“It was huge for me (winning bronze) and from that point in my life a whole new world opened up,” she says. “It wasn’t the smoothest competition, but I really kept pushing for that medal. I didn’t want to finish fourth again.”
Possessing a steely determination and resilience Eliza clearly has many of the attributes of a champion. However, she has faced her struggles and like many of us needs occasional help and support.
That was nowhere more apparent than in 2015 when she suffered a “mental block” for some months which prevented the teenager from taking off from the runway.
The issue sometimes termed “the yips” is not an uncommon problem among vaulters and although she says it is difficult to pinpoint why the issue suddenly surfaced, it was unquestionably “a really tough” period of her career.
“When you can’t take off it is really hard because you can’t compete,” she says. “I always knew at some point I would be fine, but it was tough. “
In an effort to overcome the issues which dogged her during the first half of 2015 Eliza and Jeremy, adopted a back-to-basics approach. She stripped her vaulting right back to adopt a shortened run up and more importantly tried to adopt a more “fun” approach to vaulting.
Still struggling two weeks out from the World University Games in Gwangju, Eliza had her ‘Eureka’ moment in training just prior to the biennial student sporting festival.
“When I got to Korea and I started training at the same venue as my pole vault rivals, a real competitive streak came out in me,” she says. “It was like a lightbulb had come on. I suddenly had a whole new mindset and I was absolutely fine from that point.”
She went on to collect a confidence-boosting silver medal at the World University Games and ended 2015 on a high by taking the World Junior record courtesy a 4.64m clearance in Auckland.
The 2016 campaign has gone in her understated words “pretty well.” She began the year setting three outdoor national records culminating with a stunning 4.80m clearance – and Oceania record - at the New Zealand Track & Field Championships in Dunedin.
She then made her debut on the global championship stage at the World Indoor Championships in Portland and placed a magnificent fifth to clear 4.70m.
“I had only qualified two weeks earlier and I was so excited to be there,” she says. “I was a little bit star struck but I was happy to soak up the atmosphere of being on the international stage and took it as a good opportunity to learn and have a go. I only take good memories from that competition.”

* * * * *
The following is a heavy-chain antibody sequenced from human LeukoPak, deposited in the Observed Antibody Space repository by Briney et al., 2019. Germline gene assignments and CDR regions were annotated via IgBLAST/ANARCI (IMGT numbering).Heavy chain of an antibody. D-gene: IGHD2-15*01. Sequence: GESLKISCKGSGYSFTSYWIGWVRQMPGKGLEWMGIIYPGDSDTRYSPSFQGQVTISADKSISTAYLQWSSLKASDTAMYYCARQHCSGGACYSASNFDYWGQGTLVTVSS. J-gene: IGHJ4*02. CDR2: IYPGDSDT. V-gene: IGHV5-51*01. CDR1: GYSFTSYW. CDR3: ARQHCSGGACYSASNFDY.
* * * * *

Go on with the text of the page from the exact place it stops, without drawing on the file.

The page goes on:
Yet sport like life never runs perfectly smoothly. In the countdown to Rio she picked up niggling hamstring and achilles injuries. A couple of weeks out from her Olympic debut she was forced to take a full week out from vaulting.
“I wasn’t really sure how I was going to go in Rio,” she admits.
Yet as history has taught us the down-to-earth and vivacious teenager went well in Rio. Very well. She kept her composure in the intense crucible of Olympic competition to win a magnificent and unexpected bronze by matching her lifetime best of 4.80m.
Her life has changed out of all recognition since her Olympic success. Overnight she has become one of New Zealand’s most recognisable and marketable athletes.
So how does she feel about being Eliza McCartney Olympic bronze medallist?
“The funny thing is my coach and I have talked for the last couple of years about wanting to focus on Tokyo 2020 and the aim was to win a medal there. That has always been the plan. It is really funny to think I am an Olympic medallist, because it is beyond what I thought I could do in the time frame we had set.”
With the support of her tight-knit and talented team coupled with her quietly determined character, Eliza has achieved so much so young and the sport of athletics has given her so much.
“Athletics has given me a pathway,” she says. “I always wanted to go to uni and pursue an academic career then I got into sport and without realising it sport has taken over. It is funny how it has worked out. I only started pole vaulting because I wanted to try it, but if I am lucky I can carry on vaulting internationally for the next ten years.”